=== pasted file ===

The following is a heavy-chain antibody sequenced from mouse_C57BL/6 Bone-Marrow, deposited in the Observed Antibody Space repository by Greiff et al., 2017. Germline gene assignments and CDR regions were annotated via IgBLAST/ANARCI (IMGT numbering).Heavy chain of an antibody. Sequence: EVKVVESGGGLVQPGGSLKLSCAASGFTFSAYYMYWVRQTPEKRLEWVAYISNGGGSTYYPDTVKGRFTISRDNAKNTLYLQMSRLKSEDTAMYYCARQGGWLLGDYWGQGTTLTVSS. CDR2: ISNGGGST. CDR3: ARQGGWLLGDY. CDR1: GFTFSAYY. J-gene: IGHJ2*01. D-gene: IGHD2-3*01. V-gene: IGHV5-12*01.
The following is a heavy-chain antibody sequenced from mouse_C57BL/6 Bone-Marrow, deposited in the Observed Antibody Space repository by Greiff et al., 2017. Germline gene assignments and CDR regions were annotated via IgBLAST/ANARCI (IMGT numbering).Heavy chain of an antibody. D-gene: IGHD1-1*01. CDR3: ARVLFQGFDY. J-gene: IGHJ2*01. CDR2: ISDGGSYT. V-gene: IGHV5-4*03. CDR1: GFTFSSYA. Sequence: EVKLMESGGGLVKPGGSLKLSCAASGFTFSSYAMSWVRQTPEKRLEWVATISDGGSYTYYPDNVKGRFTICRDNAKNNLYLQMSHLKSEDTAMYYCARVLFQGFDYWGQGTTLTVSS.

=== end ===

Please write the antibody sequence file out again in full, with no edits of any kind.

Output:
The following is a heavy-chain antibody sequenced from mouse_C57BL/6 Bone-Marrow, deposited in the Observed Antibody Space repository by Greiff et al., 2017. Germline gene assignments and CDR regions were annotated via IgBLAST/ANARCI (IMGT numbering).Heavy chain of an antibody. Sequence: EVKVVESGGGLVQPGGSLKLSCAASGFTFSAYYMYWVRQTPEKRLEWVAYISNGGGSTYYPDTVKGRFTISRDNAKNTLYLQMSRLKSEDTAMYYCARQGGWLLGDYWGQGTTLTVSS. CDR2: ISNGGGST. CDR3: ARQGGWLLGDY. CDR1: GFTFSAYY. J-gene: IGHJ2*01. D-gene: IGHD2-3*01. V-gene: IGHV5-12*01.
The following is a heavy-chain antibody sequenced from mouse_C57BL/6 Bone-Marrow, deposited in the Observed Antibody Space repository by Greiff et al., 2017. Germline gene assignments and CDR regions were annotated via IgBLAST/ANARCI (IMGT numbering).Heavy chain of an antibody. D-gene: IGHD1-1*01. CDR3: ARVLFQGFDY. J-gene: IGHJ2*01. CDR2: ISDGGSYT. V-gene: IGHV5-4*03. CDR1: GFTFSSYA. Sequence: EVKLMESGGGLVKPGGSLKLSCAASGFTFSSYAMSWVRQTPEKRLEWVATISDGGSYTYYPDNVKGRFTICRDNAKNNLYLQMSHLKSEDTAMYYCARVLFQGFDYWGQGTTLTVSS.